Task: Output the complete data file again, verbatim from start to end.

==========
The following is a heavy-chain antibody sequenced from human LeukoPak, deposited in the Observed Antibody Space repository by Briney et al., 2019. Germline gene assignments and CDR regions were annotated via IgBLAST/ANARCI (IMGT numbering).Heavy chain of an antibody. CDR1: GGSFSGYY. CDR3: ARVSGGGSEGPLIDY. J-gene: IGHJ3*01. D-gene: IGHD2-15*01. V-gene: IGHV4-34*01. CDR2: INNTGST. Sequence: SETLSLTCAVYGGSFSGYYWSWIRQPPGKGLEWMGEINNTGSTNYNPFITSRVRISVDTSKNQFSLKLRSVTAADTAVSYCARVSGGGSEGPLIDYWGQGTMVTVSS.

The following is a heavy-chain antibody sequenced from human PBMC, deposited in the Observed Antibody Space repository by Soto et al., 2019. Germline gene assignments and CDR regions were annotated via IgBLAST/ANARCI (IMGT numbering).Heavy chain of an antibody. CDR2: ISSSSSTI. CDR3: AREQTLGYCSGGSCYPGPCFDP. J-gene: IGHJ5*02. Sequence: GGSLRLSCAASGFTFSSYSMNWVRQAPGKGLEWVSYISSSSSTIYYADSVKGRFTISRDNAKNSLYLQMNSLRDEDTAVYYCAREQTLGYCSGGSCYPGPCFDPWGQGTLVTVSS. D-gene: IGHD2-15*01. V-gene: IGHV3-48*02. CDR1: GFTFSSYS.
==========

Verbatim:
The following is a heavy-chain antibody sequenced from human LeukoPak, deposited in the Observed Antibody Space repository by Briney et al., 2019. Germline gene assignments and CDR regions were annotated via IgBLAST/ANARCI (IMGT numbering).Heavy chain of an antibody. CDR1: GGSFSGYY. CDR3: ARVSGGGSEGPLIDY. J-gene: IGHJ3*01. D-gene: IGHD2-15*01. V-gene: IGHV4-34*01. CDR2: INNTGST. Sequence: SETLSLTCAVYGGSFSGYYWSWIRQPPGKGLEWMGEINNTGSTNYNPFITSRVRISVDTSKNQFSLKLRSVTAADTAVSYCARVSGGGSEGPLIDYWGQGTMVTVSS.

The following is a heavy-chain antibody sequenced from human PBMC, deposited in the Observed Antibody Space repository by Soto et al., 2019. Germline gene assignments and CDR regions were annotated via IgBLAST/ANARCI (IMGT numbering).Heavy chain of an antibody. CDR2: ISSSSSTI. CDR3: AREQTLGYCSGGSCYPGPCFDP. J-gene: IGHJ5*02. Sequence: GGSLRLSCAASGFTFSSYSMNWVRQAPGKGLEWVSYISSSSSTIYYADSVKGRFTISRDNAKNSLYLQMNSLRDEDTAVYYCAREQTLGYCSGGSCYPGPCFDPWGQGTLVTVSS. D-gene: IGHD2-15*01. V-gene: IGHV3-48*02. CDR1: GFTFSSYS.